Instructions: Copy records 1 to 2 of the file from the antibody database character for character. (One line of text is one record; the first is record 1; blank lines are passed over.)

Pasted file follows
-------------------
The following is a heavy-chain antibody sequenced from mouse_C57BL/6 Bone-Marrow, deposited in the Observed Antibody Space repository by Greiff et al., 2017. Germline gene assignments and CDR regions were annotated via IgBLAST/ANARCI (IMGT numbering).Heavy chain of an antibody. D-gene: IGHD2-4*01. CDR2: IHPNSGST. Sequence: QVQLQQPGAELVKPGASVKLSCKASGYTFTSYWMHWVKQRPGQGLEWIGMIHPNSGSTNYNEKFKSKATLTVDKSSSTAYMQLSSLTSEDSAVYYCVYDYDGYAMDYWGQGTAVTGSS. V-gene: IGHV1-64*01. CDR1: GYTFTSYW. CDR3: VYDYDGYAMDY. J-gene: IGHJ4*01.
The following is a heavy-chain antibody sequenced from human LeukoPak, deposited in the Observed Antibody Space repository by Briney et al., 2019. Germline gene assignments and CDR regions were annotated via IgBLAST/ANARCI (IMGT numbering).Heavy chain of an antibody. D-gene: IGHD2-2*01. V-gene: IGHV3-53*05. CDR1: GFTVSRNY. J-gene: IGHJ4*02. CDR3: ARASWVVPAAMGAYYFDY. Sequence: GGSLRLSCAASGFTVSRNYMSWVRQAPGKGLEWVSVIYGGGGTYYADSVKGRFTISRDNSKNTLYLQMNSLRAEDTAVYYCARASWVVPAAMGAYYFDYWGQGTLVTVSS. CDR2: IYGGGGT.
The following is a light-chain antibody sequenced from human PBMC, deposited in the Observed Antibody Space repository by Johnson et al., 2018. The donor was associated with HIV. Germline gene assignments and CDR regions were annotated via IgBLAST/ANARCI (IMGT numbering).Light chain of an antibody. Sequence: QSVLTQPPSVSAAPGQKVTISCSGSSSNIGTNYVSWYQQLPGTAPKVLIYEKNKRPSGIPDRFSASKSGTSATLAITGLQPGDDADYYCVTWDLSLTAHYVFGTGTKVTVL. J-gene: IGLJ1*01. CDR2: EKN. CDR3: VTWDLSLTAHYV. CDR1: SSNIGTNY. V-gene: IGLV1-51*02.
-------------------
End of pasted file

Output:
The following is a heavy-chain antibody sequenced from mouse_C57BL/6 Bone-Marrow, deposited in the Observed Antibody Space repository by Greiff et al., 2017. Germline gene assignments and CDR regions were annotated via IgBLAST/ANARCI (IMGT numbering).Heavy chain of an antibody. D-gene: IGHD2-4*01. CDR2: IHPNSGST. Sequence: QVQLQQPGAELVKPGASVKLSCKASGYTFTSYWMHWVKQRPGQGLEWIGMIHPNSGSTNYNEKFKSKATLTVDKSSSTAYMQLSSLTSEDSAVYYCVYDYDGYAMDYWGQGTAVTGSS. V-gene: IGHV1-64*01. CDR1: GYTFTSYW. CDR3: VYDYDGYAMDY. J-gene: IGHJ4*01.
The following is a heavy-chain antibody sequenced from human LeukoPak, deposited in the Observed Antibody Space repository by Briney et al., 2019. Germline gene assignments and CDR regions were annotated via IgBLAST/ANARCI (IMGT numbering).Heavy chain of an antibody. D-gene: IGHD2-2*01. V-gene: IGHV3-53*05. CDR1: GFTVSRNY. J-gene: IGHJ4*02. CDR3: ARASWVVPAAMGAYYFDY. Sequence: GGSLRLSCAASGFTVSRNYMSWVRQAPGKGLEWVSVIYGGGGTYYADSVKGRFTISRDNSKNTLYLQMNSLRAEDTAVYYCARASWVVPAAMGAYYFDYWGQGTLVTVSS. CDR2: IYGGGGT.